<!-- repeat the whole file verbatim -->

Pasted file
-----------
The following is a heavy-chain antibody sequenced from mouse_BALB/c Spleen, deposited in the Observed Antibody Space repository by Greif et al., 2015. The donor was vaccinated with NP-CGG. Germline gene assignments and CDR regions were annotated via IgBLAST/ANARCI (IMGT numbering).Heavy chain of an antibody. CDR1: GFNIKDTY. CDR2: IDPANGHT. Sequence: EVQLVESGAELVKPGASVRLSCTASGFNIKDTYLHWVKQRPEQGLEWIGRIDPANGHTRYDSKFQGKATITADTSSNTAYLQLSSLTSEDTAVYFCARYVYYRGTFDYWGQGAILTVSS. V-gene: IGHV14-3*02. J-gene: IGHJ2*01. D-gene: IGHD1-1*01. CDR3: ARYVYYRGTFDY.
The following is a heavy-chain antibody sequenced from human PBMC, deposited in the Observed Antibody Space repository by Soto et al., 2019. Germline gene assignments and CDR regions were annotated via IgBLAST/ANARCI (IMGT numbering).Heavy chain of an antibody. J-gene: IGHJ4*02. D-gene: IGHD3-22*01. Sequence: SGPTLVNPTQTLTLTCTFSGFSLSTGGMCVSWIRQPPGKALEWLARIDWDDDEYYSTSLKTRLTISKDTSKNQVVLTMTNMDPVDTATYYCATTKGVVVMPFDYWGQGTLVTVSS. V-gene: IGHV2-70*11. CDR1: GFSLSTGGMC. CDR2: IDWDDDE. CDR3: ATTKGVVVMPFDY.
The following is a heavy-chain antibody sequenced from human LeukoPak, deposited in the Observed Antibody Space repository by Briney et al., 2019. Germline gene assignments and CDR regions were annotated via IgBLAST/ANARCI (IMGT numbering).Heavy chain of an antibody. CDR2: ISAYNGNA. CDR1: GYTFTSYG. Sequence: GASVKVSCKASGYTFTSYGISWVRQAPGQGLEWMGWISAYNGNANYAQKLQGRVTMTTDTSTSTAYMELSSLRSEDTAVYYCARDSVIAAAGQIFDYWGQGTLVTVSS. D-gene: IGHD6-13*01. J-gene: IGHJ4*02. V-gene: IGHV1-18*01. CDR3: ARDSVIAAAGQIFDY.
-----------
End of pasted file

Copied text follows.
The following is a heavy-chain antibody sequenced from mouse_BALB/c Spleen, deposited in the Observed Antibody Space repository by Greif et al., 2015. The donor was vaccinated with NP-CGG. Germline gene assignments and CDR regions were annotated via IgBLAST/ANARCI (IMGT numbering).Heavy chain of an antibody. CDR1: GFNIKDTY. CDR2: IDPANGHT. Sequence: EVQLVESGAELVKPGASVRLSCTASGFNIKDTYLHWVKQRPEQGLEWIGRIDPANGHTRYDSKFQGKATITADTSSNTAYLQLSSLTSEDTAVYFCARYVYYRGTFDYWGQGAILTVSS. V-gene: IGHV14-3*02. J-gene: IGHJ2*01. D-gene: IGHD1-1*01. CDR3: ARYVYYRGTFDY.
The following is a heavy-chain antibody sequenced from human PBMC, deposited in the Observed Antibody Space repository by Soto et al., 2019. Germline gene assignments and CDR regions were annotated via IgBLAST/ANARCI (IMGT numbering).Heavy chain of an antibody. J-gene: IGHJ4*02. D-gene: IGHD3-22*01. Sequence: SGPTLVNPTQTLTLTCTFSGFSLSTGGMCVSWIRQPPGKALEWLARIDWDDDEYYSTSLKTRLTISKDTSKNQVVLTMTNMDPVDTATYYCATTKGVVVMPFDYWGQGTLVTVSS. V-gene: IGHV2-70*11. CDR1: GFSLSTGGMC. CDR2: IDWDDDE. CDR3: ATTKGVVVMPFDY.
The following is a heavy-chain antibody sequenced from human LeukoPak, deposited in the Observed Antibody Space repository by Briney et al., 2019. Germline gene assignments and CDR regions were annotated via IgBLAST/ANARCI (IMGT numbering).Heavy chain of an antibody. CDR2: ISAYNGNA. CDR1: GYTFTSYG. Sequence: GASVKVSCKASGYTFTSYGISWVRQAPGQGLEWMGWISAYNGNANYAQKLQGRVTMTTDTSTSTAYMELSSLRSEDTAVYYCARDSVIAAAGQIFDYWGQGTLVTVSS. D-gene: IGHD6-13*01. J-gene: IGHJ4*02. V-gene: IGHV1-18*01. CDR3: ARDSVIAAAGQIFDY.